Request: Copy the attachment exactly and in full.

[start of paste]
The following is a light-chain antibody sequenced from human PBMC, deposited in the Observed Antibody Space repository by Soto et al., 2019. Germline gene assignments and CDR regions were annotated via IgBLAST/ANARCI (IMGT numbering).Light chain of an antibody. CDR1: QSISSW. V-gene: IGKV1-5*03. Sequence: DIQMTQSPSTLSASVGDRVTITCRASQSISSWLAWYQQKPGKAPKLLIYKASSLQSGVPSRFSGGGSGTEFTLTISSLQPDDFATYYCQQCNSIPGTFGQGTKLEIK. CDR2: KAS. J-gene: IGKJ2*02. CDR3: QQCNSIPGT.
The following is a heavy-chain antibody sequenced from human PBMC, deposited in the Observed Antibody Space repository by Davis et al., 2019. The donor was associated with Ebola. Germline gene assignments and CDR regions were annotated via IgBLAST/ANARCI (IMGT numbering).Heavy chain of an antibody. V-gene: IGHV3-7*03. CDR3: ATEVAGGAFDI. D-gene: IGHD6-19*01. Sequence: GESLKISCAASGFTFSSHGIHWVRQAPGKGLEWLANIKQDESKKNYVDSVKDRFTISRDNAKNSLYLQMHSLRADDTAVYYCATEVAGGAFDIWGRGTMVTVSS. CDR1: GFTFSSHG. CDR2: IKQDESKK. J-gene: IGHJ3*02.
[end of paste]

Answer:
The following is a light-chain antibody sequenced from human PBMC, deposited in the Observed Antibody Space repository by Soto et al., 2019. Germline gene assignments and CDR regions were annotated via IgBLAST/ANARCI (IMGT numbering).Light chain of an antibody. CDR1: QSISSW. V-gene: IGKV1-5*03. Sequence: DIQMTQSPSTLSASVGDRVTITCRASQSISSWLAWYQQKPGKAPKLLIYKASSLQSGVPSRFSGGGSGTEFTLTISSLQPDDFATYYCQQCNSIPGTFGQGTKLEIK. CDR2: KAS. J-gene: IGKJ2*02. CDR3: QQCNSIPGT.
The following is a heavy-chain antibody sequenced from human PBMC, deposited in the Observed Antibody Space repository by Davis et al., 2019. The donor was associated with Ebola. Germline gene assignments and CDR regions were annotated via IgBLAST/ANARCI (IMGT numbering).Heavy chain of an antibody. V-gene: IGHV3-7*03. CDR3: ATEVAGGAFDI. D-gene: IGHD6-19*01. Sequence: GESLKISCAASGFTFSSHGIHWVRQAPGKGLEWLANIKQDESKKNYVDSVKDRFTISRDNAKNSLYLQMHSLRADDTAVYYCATEVAGGAFDIWGRGTMVTVSS. CDR1: GFTFSSHG. CDR2: IKQDESKK. J-gene: IGHJ3*02.